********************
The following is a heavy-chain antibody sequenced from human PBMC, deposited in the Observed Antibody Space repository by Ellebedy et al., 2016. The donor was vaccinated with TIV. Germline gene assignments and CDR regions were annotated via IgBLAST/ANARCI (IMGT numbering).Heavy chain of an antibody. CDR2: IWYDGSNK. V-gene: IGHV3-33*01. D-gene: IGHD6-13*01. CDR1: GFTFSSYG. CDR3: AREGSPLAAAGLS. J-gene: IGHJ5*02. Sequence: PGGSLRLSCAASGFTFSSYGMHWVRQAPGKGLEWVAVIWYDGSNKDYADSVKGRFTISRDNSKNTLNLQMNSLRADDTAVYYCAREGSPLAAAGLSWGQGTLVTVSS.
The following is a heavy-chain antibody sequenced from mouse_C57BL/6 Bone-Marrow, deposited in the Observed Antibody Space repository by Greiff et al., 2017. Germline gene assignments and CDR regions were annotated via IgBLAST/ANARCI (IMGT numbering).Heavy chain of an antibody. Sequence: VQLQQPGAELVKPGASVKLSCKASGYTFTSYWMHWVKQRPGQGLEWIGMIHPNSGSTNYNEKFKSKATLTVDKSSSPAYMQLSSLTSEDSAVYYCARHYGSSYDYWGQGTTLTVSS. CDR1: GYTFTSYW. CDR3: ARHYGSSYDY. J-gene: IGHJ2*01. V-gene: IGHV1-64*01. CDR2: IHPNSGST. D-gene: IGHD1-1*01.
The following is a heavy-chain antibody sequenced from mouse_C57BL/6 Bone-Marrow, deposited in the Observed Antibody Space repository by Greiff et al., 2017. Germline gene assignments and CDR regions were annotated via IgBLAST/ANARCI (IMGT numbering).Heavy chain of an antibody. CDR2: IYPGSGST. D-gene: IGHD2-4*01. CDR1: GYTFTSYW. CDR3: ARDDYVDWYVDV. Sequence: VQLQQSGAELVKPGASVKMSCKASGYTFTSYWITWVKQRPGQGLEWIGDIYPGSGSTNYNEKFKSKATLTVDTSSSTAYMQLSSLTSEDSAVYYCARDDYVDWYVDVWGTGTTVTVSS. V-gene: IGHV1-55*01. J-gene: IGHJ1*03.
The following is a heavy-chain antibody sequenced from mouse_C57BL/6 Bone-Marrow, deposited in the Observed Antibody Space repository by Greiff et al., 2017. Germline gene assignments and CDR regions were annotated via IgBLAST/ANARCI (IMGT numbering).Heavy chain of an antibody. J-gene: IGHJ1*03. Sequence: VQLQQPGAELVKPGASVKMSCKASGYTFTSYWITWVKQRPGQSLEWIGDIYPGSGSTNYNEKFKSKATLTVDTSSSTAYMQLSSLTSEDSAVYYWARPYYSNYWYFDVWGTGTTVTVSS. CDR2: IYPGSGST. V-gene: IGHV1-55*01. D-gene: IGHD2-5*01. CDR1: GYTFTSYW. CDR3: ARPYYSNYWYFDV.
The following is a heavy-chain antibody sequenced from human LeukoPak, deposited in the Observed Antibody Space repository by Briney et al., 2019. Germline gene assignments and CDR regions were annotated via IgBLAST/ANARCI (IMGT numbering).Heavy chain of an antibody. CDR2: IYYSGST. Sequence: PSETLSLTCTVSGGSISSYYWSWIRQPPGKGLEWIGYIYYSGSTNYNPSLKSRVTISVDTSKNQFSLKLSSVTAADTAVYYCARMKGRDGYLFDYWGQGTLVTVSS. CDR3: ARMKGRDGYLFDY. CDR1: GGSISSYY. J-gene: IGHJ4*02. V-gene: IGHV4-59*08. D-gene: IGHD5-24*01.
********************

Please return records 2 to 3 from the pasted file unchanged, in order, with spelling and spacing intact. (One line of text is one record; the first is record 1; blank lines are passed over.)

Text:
The following is a heavy-chain antibody sequenced from mouse_C57BL/6 Bone-Marrow, deposited in the Observed Antibody Space repository by Greiff et al., 2017. Germline gene assignments and CDR regions were annotated via IgBLAST/ANARCI (IMGT numbering).Heavy chain of an antibody. Sequence: VQLQQPGAELVKPGASVKLSCKASGYTFTSYWMHWVKQRPGQGLEWIGMIHPNSGSTNYNEKFKSKATLTVDKSSSPAYMQLSSLTSEDSAVYYCARHYGSSYDYWGQGTTLTVSS. CDR1: GYTFTSYW. CDR3: ARHYGSSYDY. J-gene: IGHJ2*01. V-gene: IGHV1-64*01. CDR2: IHPNSGST. D-gene: IGHD1-1*01.
The following is a heavy-chain antibody sequenced from mouse_C57BL/6 Bone-Marrow, deposited in the Observed Antibody Space repository by Greiff et al., 2017. Germline gene assignments and CDR regions were annotated via IgBLAST/ANARCI (IMGT numbering).Heavy chain of an antibody. CDR2: IYPGSGST. D-gene: IGHD2-4*01. CDR1: GYTFTSYW. CDR3: ARDDYVDWYVDV. Sequence: VQLQQSGAELVKPGASVKMSCKASGYTFTSYWITWVKQRPGQGLEWIGDIYPGSGSTNYNEKFKSKATLTVDTSSSTAYMQLSSLTSEDSAVYYCARDDYVDWYVDVWGTGTTVTVSS. V-gene: IGHV1-55*01. J-gene: IGHJ1*03.